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Two decades after a series of concussions cut short his Hall of Fame career, 49ers legend Steve Young told an audience at Stanford University on Saturday that if there’s ever a word on the tip of his tongue he can’t remember, his wife will joke, “Here we go — this is it.”

The neurologists, physical trainers, athletes and others attending Young’s talk at a summit on concussions in sports chuckled at the anecdote. But Young said, “I don’t laugh. I think, ‘Oh my gosh — is this the beginning of the end?’”

Young described the symptoms he has experienced since his career ended as mild. But he knows that makes him fortunate among former NFL players, many of whom have struggled with brain damage linked to the head trauma they sustained over decades in football. And Young says he worries that more severe effects from all those blows to the head could pop up for him as well some day.

“That’s the nefarious nature of head injuries and the brain,” Young said.

More than 150 people attended the Stanford Sports Concussion Summit, which also included talks from renown researchers and, in Stanford Athletics’ “Hall of Champions,” demonstrations of the latest technology to diagnose and treat concussions and mild traumatic brain injuries in athletes, juxtaposed with trophies from Rose Bowls and national titles.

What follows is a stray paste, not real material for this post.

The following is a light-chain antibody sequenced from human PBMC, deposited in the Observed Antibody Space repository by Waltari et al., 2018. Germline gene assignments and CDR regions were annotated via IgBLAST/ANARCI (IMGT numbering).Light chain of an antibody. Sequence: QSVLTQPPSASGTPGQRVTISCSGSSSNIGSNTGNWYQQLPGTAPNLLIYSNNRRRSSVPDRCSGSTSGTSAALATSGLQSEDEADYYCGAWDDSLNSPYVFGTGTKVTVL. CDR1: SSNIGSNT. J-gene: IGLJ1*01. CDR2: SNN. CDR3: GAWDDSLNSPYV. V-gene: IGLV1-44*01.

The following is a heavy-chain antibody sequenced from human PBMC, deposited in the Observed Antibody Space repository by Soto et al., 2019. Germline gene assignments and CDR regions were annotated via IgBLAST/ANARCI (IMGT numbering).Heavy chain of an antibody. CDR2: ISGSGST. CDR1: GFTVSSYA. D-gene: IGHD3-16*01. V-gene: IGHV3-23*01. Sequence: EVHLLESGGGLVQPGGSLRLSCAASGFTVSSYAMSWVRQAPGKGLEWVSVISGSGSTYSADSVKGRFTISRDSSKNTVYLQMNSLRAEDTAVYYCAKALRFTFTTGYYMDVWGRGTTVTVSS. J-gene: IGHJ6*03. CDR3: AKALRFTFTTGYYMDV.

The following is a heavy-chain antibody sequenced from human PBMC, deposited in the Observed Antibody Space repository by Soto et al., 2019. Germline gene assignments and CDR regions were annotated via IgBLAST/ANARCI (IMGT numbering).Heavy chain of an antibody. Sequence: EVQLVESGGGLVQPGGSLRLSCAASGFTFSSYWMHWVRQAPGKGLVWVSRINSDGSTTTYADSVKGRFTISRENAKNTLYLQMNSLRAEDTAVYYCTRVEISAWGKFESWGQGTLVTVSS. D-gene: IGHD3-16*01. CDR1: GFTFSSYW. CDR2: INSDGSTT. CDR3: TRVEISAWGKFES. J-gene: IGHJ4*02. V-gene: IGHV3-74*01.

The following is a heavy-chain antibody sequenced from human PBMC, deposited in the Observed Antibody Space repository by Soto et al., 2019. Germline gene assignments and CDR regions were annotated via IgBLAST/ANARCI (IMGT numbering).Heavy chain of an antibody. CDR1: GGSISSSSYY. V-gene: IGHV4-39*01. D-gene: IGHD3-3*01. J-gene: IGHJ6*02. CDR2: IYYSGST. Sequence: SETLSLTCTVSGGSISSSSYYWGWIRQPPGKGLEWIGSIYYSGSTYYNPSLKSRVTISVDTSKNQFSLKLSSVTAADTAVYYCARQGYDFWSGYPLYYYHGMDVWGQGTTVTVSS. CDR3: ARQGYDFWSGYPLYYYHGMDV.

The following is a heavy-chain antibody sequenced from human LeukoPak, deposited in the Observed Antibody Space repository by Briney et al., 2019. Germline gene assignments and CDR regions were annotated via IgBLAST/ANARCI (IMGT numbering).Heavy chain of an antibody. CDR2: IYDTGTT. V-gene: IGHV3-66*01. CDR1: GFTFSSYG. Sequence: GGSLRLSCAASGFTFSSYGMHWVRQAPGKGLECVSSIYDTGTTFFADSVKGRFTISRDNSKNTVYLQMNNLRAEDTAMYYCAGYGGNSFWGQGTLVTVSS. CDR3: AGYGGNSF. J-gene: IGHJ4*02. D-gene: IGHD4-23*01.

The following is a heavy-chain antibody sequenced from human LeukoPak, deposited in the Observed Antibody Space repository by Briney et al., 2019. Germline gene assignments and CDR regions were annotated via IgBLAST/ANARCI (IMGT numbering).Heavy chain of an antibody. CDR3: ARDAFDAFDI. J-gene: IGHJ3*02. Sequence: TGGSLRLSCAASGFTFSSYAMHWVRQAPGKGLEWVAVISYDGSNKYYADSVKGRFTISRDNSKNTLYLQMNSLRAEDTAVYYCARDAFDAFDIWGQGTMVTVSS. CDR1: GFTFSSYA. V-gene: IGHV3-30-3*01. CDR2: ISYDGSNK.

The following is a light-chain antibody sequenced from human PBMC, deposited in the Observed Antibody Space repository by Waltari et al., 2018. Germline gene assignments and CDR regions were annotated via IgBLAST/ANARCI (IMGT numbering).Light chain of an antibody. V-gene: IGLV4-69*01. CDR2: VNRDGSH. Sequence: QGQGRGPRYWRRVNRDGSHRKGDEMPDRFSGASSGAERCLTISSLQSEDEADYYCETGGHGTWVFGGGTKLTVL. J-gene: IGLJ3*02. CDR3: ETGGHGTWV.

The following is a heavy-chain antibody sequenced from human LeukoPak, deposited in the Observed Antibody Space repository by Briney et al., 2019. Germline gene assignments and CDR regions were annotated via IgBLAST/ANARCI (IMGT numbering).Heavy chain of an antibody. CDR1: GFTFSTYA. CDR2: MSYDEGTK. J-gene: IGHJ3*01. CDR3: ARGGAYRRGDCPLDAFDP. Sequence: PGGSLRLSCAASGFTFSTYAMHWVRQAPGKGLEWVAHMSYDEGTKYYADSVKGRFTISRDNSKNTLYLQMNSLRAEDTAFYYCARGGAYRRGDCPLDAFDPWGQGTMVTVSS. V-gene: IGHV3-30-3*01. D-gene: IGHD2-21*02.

While football at large takes concussions far more seriously today than when Young entered the NFL in the 1980s, he noted that treating those injuries still puts doctors at odds with players, who usually don’t want to be kept off the field, and coaches who feel the same way about their stars. That tension will exist until there is a “sea change” in football and sports more broadly, he said.

“Everyone’s super serious about it,” Young said. “But it’s still a doctor on the sideline, under incredible pressure, trying to figure out whether someone’s OK or not. That’s a tough spot to be in.”

Young spoke as part of a panel discussion that included Gary Steinberg, Stanford’s chairman of neurosurgery and the 49ers’ team neurosurgeon during the 1990s, and William Maloney, a Stanford professor of orthopedic surgery and team physician for the 49ers and the Golden State Warriors.

Much of the discussion centered on the difficulty of accurately diagnosing concussions — particularly in the middle of a game, when doctors have limited time to examine a player and the push to get him or her back into the action is most urgent.

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